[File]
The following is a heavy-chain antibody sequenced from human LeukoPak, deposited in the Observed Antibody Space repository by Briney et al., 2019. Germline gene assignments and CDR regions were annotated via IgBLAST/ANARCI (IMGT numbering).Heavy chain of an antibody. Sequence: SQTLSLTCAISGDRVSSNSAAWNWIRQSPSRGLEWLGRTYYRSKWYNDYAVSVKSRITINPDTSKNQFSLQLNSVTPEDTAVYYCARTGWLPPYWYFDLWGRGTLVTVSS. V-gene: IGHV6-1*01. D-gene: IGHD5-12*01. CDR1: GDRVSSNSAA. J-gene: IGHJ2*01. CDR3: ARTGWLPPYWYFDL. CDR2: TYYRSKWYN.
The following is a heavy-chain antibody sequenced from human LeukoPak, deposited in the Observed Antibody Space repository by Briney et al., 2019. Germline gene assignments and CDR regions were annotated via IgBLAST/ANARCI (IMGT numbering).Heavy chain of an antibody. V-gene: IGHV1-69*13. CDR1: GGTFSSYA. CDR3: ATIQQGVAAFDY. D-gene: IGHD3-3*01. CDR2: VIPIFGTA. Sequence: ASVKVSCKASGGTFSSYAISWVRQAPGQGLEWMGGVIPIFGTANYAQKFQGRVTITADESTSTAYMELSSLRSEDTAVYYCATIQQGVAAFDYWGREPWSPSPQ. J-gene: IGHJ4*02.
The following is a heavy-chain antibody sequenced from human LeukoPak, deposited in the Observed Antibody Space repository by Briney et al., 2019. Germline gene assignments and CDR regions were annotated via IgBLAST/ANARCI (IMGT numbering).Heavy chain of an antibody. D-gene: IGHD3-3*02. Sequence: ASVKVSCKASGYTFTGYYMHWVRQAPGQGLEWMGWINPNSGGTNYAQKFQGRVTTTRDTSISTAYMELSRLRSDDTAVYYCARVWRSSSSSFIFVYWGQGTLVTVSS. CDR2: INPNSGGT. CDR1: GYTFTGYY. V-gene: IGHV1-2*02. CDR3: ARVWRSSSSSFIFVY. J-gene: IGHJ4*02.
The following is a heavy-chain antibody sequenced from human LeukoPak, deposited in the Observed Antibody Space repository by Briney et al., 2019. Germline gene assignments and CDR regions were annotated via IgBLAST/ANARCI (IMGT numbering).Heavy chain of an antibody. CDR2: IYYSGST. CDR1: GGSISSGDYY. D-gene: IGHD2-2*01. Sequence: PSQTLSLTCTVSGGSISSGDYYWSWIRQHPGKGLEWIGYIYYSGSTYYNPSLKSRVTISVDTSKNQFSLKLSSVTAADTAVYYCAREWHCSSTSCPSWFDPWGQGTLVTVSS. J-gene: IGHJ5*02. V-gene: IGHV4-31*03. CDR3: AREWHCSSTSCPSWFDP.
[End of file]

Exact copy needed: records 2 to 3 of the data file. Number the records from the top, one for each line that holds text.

The following is a heavy-chain antibody sequenced from human LeukoPak, deposited in the Observed Antibody Space repository by Briney et al., 2019. Germline gene assignments and CDR regions were annotated via IgBLAST/ANARCI (IMGT numbering).Heavy chain of an antibody. V-gene: IGHV1-69*13. CDR1: GGTFSSYA. CDR3: ATIQQGVAAFDY. D-gene: IGHD3-3*01. CDR2: VIPIFGTA. Sequence: ASVKVSCKASGGTFSSYAISWVRQAPGQGLEWMGGVIPIFGTANYAQKFQGRVTITADESTSTAYMELSSLRSEDTAVYYCATIQQGVAAFDYWGREPWSPSPQ. J-gene: IGHJ4*02.
The following is a heavy-chain antibody sequenced from human LeukoPak, deposited in the Observed Antibody Space repository by Briney et al., 2019. Germline gene assignments and CDR regions were annotated via IgBLAST/ANARCI (IMGT numbering).Heavy chain of an antibody. D-gene: IGHD3-3*02. Sequence: ASVKVSCKASGYTFTGYYMHWVRQAPGQGLEWMGWINPNSGGTNYAQKFQGRVTTTRDTSISTAYMELSRLRSDDTAVYYCARVWRSSSSSFIFVYWGQGTLVTVSS. CDR2: INPNSGGT. CDR1: GYTFTGYY. V-gene: IGHV1-2*02. CDR3: ARVWRSSSSSFIFVY. J-gene: IGHJ4*02.